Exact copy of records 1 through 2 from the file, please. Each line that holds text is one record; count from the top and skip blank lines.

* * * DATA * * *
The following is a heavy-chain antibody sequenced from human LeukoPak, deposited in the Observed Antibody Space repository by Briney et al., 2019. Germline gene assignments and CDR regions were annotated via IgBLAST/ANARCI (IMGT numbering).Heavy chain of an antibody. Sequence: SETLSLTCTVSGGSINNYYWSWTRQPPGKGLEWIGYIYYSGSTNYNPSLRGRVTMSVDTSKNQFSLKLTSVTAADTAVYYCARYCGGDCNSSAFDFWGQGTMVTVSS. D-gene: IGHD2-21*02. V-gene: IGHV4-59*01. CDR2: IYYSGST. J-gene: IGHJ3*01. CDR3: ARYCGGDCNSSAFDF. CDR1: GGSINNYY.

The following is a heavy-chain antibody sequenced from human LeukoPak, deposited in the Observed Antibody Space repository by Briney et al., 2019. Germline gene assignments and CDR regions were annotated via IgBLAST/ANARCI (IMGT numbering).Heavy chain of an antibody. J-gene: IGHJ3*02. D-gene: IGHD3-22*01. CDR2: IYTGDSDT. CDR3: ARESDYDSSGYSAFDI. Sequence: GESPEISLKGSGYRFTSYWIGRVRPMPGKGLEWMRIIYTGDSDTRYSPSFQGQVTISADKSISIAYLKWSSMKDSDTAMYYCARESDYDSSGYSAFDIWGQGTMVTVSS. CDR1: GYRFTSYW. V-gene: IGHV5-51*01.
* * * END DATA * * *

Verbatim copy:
The following is a heavy-chain antibody sequenced from human LeukoPak, deposited in the Observed Antibody Space repository by Briney et al., 2019. Germline gene assignments and CDR regions were annotated via IgBLAST/ANARCI (IMGT numbering).Heavy chain of an antibody. Sequence: SETLSLTCTVSGGSINNYYWSWTRQPPGKGLEWIGYIYYSGSTNYNPSLRGRVTMSVDTSKNQFSLKLTSVTAADTAVYYCARYCGGDCNSSAFDFWGQGTMVTVSS. D-gene: IGHD2-21*02. V-gene: IGHV4-59*01. CDR2: IYYSGST. J-gene: IGHJ3*01. CDR3: ARYCGGDCNSSAFDF. CDR1: GGSINNYY.

The following is a heavy-chain antibody sequenced from human LeukoPak, deposited in the Observed Antibody Space repository by Briney et al., 2019. Germline gene assignments and CDR regions were annotated via IgBLAST/ANARCI (IMGT numbering).Heavy chain of an antibody. J-gene: IGHJ3*02. D-gene: IGHD3-22*01. CDR2: IYTGDSDT. CDR3: ARESDYDSSGYSAFDI. Sequence: GESPEISLKGSGYRFTSYWIGRVRPMPGKGLEWMRIIYTGDSDTRYSPSFQGQVTISADKSISIAYLKWSSMKDSDTAMYYCARESDYDSSGYSAFDIWGQGTMVTVSS. CDR1: GYRFTSYW. V-gene: IGHV5-51*01.